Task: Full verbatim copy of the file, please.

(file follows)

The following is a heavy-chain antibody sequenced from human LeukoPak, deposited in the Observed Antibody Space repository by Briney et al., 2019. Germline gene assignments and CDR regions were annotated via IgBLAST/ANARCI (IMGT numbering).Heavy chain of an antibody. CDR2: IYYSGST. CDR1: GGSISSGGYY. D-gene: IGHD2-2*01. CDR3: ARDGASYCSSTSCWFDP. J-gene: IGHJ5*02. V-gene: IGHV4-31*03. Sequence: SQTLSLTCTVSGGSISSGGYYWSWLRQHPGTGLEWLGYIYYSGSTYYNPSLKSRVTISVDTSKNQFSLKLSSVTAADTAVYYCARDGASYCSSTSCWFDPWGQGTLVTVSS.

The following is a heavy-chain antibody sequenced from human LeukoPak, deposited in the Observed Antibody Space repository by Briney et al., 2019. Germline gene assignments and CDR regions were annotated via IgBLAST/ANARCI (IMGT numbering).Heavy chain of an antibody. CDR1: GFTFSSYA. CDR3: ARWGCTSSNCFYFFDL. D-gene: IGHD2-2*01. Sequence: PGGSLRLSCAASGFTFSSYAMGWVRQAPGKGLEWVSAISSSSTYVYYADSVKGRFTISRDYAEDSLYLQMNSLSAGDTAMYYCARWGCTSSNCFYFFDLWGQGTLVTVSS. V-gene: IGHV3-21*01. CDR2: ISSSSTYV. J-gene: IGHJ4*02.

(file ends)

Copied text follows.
The following is a heavy-chain antibody sequenced from human LeukoPak, deposited in the Observed Antibody Space repository by Briney et al., 2019. Germline gene assignments and CDR regions were annotated via IgBLAST/ANARCI (IMGT numbering).Heavy chain of an antibody. CDR2: IYYSGST. CDR1: GGSISSGGYY. D-gene: IGHD2-2*01. CDR3: ARDGASYCSSTSCWFDP. J-gene: IGHJ5*02. V-gene: IGHV4-31*03. Sequence: SQTLSLTCTVSGGSISSGGYYWSWLRQHPGTGLEWLGYIYYSGSTYYNPSLKSRVTISVDTSKNQFSLKLSSVTAADTAVYYCARDGASYCSSTSCWFDPWGQGTLVTVSS.

The following is a heavy-chain antibody sequenced from human LeukoPak, deposited in the Observed Antibody Space repository by Briney et al., 2019. Germline gene assignments and CDR regions were annotated via IgBLAST/ANARCI (IMGT numbering).Heavy chain of an antibody. CDR1: GFTFSSYA. CDR3: ARWGCTSSNCFYFFDL. D-gene: IGHD2-2*01. Sequence: PGGSLRLSCAASGFTFSSYAMGWVRQAPGKGLEWVSAISSSSTYVYYADSVKGRFTISRDYAEDSLYLQMNSLSAGDTAMYYCARWGCTSSNCFYFFDLWGQGTLVTVSS. V-gene: IGHV3-21*01. CDR2: ISSSSTYV. J-gene: IGHJ4*02.